The lights, the shiny teeth, the awkward answers, the glittery gowns — they're all pageant staples we know from our annual hate-watch of the various "Miss" competitions. But this coming year, Miss World is going to be without one of the most controversial companions in the world of pageantry: the swimsuit competition. In a move that feels like a long time coming (and that has unsurprisingly taken place when a woman has been heading the organization), Miss World 2015 will not contain a swimsuit component. Say what? In a private meeting last Friday, chairwoman Julia Morley revealed the news to Elle, which means that this year's crowned queen is the last who will have to sport "beachwear" as a part of earning her title. "I really don’t want — I don’t need to see women just walking up and down in bikinis. It doesn't do anything for the woman. And it doesn't do anything for any of us," Morley noted.
So... is this move due to more progressive thinking, or is the organization finally caving in to its feminist detractors? Feminist activism and pageants have had a long history of not-so-peaceful coexistence. You know the tired (and untrue) trope that feminists are a bunch of "bra burners?" That myth stems from a protest that took place at a Miss America Pageant in 1968. The protests have done everything but let up in the 46 years since feminists started outwardly opposing pageants. I mean, a very small number of protesters took to the streets in London just this year. And last year the competition's lack of cultural awareness and sensitivity sparked protests in Indonesia because, of course, a bunch of privileged people held a contest with a swimsuit component in a Muslim country.
One of my favorite memories of growing up was being 10 or 11, and staying over at my Grannie's while my parents were away. She would make a point of getting a big bucket of fried chicken (which I was never usually allowed to have) with macaroni salad, and we'd sit and watch the competition together. We loved the talent portion and the sparkly gowns, and she taught me to laugh at the swimsuit competition — because why were we SO literally judging the way women looked? My Grannie was the first one to teach me (in her own way) to consume media critically, and that being talented and interesting were more important than looking mainstream cute in an evening gown or bathing suit.
As an adult, my feminism has evolved to the point where my feelings about beauty pageants are conflicted. I claim to be pro-choice and that whatever women want to do with their bodies is up to them. I think that has to count for abortions, plastic surgery, diets, Spanx and pageants, too — even though I'd never subject myself to some of those things. The point is, I don't get to say what is and isn't okay for other women to do with their bodies. If one of the things they want to do is hang out in a swimsuit and be scored on it, then that's their choice, and it's valid — even if the message that our value comes from the way we look may be patriarchal; even if there's no equivalent for men; even if the contest perpetuates very strict standards of beauty.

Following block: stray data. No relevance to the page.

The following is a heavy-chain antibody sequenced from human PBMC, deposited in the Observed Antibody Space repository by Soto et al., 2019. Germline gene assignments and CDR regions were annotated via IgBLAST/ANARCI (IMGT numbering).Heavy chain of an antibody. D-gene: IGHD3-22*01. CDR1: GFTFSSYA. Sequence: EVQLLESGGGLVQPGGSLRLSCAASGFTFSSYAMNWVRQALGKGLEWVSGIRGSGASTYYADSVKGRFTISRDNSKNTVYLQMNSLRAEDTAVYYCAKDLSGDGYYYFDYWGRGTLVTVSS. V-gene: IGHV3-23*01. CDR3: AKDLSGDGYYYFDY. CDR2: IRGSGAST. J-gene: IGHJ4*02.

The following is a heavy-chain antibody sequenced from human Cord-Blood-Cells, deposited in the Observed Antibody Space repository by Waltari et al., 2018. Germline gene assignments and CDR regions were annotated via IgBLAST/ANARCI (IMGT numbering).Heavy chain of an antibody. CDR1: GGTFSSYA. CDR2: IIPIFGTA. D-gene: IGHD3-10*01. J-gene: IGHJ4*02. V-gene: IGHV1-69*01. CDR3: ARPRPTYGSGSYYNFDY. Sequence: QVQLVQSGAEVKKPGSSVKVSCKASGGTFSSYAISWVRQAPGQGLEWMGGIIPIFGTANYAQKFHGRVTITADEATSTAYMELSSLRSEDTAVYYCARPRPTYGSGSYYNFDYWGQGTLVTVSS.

At the same time, we're all entitled to our opinions. I can believe that it's actually super feminist for women to control the way they present themselves to the world (bare-faced or full makeup). I can also believe, at the exact same time, that beauty pageants have to go or be re-imagined at the very least. But to my mind, eliminating the swimsuit competition doesn't suddenly make Miss World feminist — far from it. It's still a pageant that clings to outdated ideals of what a woman should be and literally pits women against each other. And anything that excludes entire groups of women and celebrates one specific type of beauty is definitely harmful.
Starting with the infantilizing title of "Miss" and ending at the notion of the appearance-based competition, there's definitely a lot of work to be done. Sure, the talent and interview portions of the event are kind of legit, and the women in the competition usually have long lists of remarkable achievements. I would never deny that; don't get me wrong. Just think about it: the brand new Miss World is a 22-year-old med student! Unfortunately, the appearance-based aspects still reign supreme and are what bring in the TV audiences. I don't know about you, but I'd watch the heck out of a competition that was like "let's just celebrate really rad ladies doing cool things." Every day in the world is basically a beauty pageant, and we're constantly judging the way that people dress and look in their clothes. So why do we need a special, outdated spectacle once a year to remind ourselves that it's not enough to be smart and well-spoken because we have to look traditionally "good" in a dress, too?Images: Getty; Twitter; Giphy; Tumblr/amberlovesgifs